Put a team of experts together and you have a winner, right? If only it were that simple. The fact is, many teams don’t have star power, yet succeed better than most. Why?
In 2004 the USA Dream Team arrived at the Athens Olympics in search of basketball gold. Although the team was missing star players like Shaquille O’Neal and Kobe Bryant, it still had a strong contingent of NBA pros and promising talent – LeBron, Dwyane Wade and Carmelo Anthony – and were widely expected to emulate the success of previous all-conquering US basketball teams.
It didn’t happen.
Team USA lost three times on its way to a bronze medal, including a humiliating 19 point defeat to Puerto Rico.
Nicknamed the Nightmare Team, the reasons for their defeat were clear:  “Its members played like stars, not like a team, resting on their successes, not the task at hand,” according to Caroline Levy Limpert.
Harsh? At the next  Olympics, the US, having learned that teamwork works, extolled the virtues of the importance of team spirit rather than individual stars, staying in the Olympic Village (previous Team USA teams hadn’t)  – even cheering on fellow Americans at other events  and swept to victory.

Secrets of best teams

Google were great proponents of the belief that building the best teams meant filling them with the brightest talents. They also embraced the idea that like-minded people working together would also produce high-performing teams.  Not so.
They actually discovered that the best teams shared five characteristics:

  1. Psychological safety
  2. Dependability
  3. Structure & clarity
  4. Meaning of work
  5. Impact of work

Of those five the most important was the first – psychological safety. It means people weren’t afraid or embarrassed to speak their minds because they knew their team was supportive. When you have that safety net you can speak openly, creating a real collaborative environment.
Of course the other four points are also important, but the freedom to express yourself without feeling awkward, or that you were being looked down on by your team, was the building block for success.
So how else can you unlock the power of great teamwork?

Set out clear goals

Let the team know exactly what is needed and when, ensuring there is no confusion about targets, timeline, etc. A lack of clarity in communicating these goals will inhibit the team, so set these in stone at an early stage and ensure everyone knows them.

Limit team size

Sometimes teams are too big. While many teams operate quite well with anything from three to 12 members, stretching beyond that can prove unwieldy and make it difficult for all voices to be heard, curtail  interaction, and affect results.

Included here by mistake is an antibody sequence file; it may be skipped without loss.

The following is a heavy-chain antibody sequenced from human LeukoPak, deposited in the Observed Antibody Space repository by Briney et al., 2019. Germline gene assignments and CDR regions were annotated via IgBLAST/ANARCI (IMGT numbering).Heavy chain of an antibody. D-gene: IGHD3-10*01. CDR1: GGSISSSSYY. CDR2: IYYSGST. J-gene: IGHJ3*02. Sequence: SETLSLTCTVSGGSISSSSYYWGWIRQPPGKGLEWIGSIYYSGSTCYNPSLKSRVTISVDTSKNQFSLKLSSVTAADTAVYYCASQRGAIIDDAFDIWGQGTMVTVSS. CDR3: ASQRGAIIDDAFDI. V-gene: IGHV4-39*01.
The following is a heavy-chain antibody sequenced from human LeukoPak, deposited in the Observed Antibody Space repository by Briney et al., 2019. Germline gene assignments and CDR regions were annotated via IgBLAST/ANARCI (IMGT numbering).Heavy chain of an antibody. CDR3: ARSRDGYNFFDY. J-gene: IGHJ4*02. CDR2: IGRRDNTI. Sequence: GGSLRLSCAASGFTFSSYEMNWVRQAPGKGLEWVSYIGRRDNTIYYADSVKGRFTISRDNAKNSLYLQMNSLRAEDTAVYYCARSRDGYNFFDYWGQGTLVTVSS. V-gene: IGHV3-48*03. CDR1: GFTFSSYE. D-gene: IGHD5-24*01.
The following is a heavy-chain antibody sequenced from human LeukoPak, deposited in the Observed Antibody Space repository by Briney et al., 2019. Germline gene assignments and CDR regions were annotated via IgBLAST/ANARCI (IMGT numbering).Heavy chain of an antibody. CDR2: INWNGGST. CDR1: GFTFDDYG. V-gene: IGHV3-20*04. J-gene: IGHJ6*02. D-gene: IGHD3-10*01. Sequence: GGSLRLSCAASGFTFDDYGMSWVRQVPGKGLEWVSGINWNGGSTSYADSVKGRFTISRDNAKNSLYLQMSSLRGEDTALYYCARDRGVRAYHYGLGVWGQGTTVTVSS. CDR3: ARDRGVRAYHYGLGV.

Let your team interact

For the team dynamic to work well everyone should feel a part of the team, and each point of view should be listened to and respected. Allowing one or two people to dominate discussions will discourage others, so foster a collaborative environment where ALL views are encouraged.

Reward and praise

When you reach a milestone – a task or project completed, deadline met, or target surpassed, etc – then celebrate it in some way. It may be a team lunch, a few drinks after work, a trip to the movies, Whatever way you decide to mark the occasion everyone gets to share in the celebration. It’s a great way to bring people together and helps cement the bond between you.


Don’t try to solve all the problems yourself – delegate. There’s a whole team there to share the load, and who will be more than happy to help. Delegating allows key team members to feel trusted and empowered. They will relish the opportunity to shine.

Say ‘we’ not ‘I’

It’s about teamwork, not your personal glory. Seriously, it’s not about you, but the success of the team. So drop referring to ‘I’ every time you speak: keep referencing ‘we’ instead, because really it is about all of you and not one person. Seriously.

Let them fail

If you never make a mistake you’ll never learn. Mistakes happen although team leaders make every effort to avoid them. But it’s ok to trip up every now and then, if doing so allows the team to profit from the error and move on.

And finally

For further reading on the subject, why not check out our blog 11 Ways to Motivate Your Team 


With the right encouragement and leadership, plus a willingness to respect all team members, you can unlock the power of great teamwork. What are you waiting for? Get started now.
Have you any suggestions about how to unleash the power of great teamwork? If you do, please let us know in the comments section below.